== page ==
Eventually you hit a battle rhythm with life, and your grief walks away from centre stage. You feel confident. You feel like the depth of sadness is only fleeting now. You are a mother bereaved, but you are happy. Then out of nowhere, grief gets you. Creeps up from behind and says – hello remember me.
As an author of a book about grief, you think I wouldn’t be surprised. We even wrote about how grief goes in cycles and that it is a lifelong process. But really, grief, did you have to show up now? I was feeling good.
But the reality is, I can’t determine when or how I will experience grief throughout my life. Sometimes the cause for my sadness will be obvious, like Alden’s birthday or deathday. And somedays I am going to be unexpectedly blue without obvious cause – other than just plain missing my son and wishing things could have worked out differently. This time around there are a few factors in play but the seven year anniversary of Alden’s death is weighing on me more than last year’s anniversary. I find myself faced with coming to terms with the preventability of it all. The last edges of my disbelief are wearing off and I have no choice but to acknowledge that this will never change.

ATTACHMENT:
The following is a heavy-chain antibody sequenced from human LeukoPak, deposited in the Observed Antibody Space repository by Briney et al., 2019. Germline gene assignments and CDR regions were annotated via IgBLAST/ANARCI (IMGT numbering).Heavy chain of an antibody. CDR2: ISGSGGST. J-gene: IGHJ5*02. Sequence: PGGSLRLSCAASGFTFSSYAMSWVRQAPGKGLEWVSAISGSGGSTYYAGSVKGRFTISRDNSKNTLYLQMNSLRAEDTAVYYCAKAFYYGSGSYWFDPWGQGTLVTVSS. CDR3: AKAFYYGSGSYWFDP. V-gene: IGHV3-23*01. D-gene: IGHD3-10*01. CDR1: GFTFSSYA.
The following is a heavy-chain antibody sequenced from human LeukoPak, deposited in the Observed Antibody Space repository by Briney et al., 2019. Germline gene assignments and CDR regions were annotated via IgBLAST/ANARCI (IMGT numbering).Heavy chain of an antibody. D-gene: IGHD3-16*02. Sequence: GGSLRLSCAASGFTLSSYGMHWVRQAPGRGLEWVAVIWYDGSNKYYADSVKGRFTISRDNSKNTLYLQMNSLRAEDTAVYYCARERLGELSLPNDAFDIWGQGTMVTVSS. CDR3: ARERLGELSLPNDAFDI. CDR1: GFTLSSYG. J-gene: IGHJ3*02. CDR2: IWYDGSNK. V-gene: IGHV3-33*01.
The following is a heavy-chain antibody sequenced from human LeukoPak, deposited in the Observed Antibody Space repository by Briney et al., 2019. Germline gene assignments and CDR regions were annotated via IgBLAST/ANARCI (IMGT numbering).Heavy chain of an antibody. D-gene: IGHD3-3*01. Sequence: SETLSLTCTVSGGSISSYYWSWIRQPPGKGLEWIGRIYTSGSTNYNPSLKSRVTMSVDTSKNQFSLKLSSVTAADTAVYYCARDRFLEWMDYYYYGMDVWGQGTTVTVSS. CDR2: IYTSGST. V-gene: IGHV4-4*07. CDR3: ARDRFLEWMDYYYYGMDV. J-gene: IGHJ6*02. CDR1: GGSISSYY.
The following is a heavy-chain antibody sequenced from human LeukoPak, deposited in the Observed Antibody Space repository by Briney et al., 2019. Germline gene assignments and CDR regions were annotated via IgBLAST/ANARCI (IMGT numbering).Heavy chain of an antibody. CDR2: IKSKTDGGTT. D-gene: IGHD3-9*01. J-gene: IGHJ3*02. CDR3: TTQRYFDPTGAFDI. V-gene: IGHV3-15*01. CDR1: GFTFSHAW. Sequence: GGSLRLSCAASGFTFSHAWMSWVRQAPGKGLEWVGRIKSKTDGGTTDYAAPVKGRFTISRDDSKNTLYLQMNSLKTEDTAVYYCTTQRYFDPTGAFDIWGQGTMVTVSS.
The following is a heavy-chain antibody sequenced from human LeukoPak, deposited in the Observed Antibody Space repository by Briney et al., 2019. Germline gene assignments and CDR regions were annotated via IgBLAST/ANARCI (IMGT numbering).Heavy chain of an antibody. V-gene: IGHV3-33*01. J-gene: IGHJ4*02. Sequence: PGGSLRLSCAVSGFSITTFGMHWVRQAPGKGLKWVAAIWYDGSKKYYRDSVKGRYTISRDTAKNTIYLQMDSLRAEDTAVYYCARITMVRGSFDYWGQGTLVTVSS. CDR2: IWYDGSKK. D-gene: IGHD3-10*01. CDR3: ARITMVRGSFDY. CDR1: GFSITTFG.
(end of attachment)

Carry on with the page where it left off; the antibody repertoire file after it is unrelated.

The good news is, after years of experience I can get through these periods of grief with more ease and understanding. The confusion and overwhelm of the first few years are behind me and I can cope with the emotions more readily. Although difficult, these unexpected times of sadness also hold moments of appreciation and love for Alden that I am grateful for. It’s like we write in WYCD, “Throughout your life there will be times when you experience a resurgence of emotional pain and grief bubbling up… These moments validate your ongoing loving relationship with your child and evolving bereavement. Your child will always be in your heart and mind.”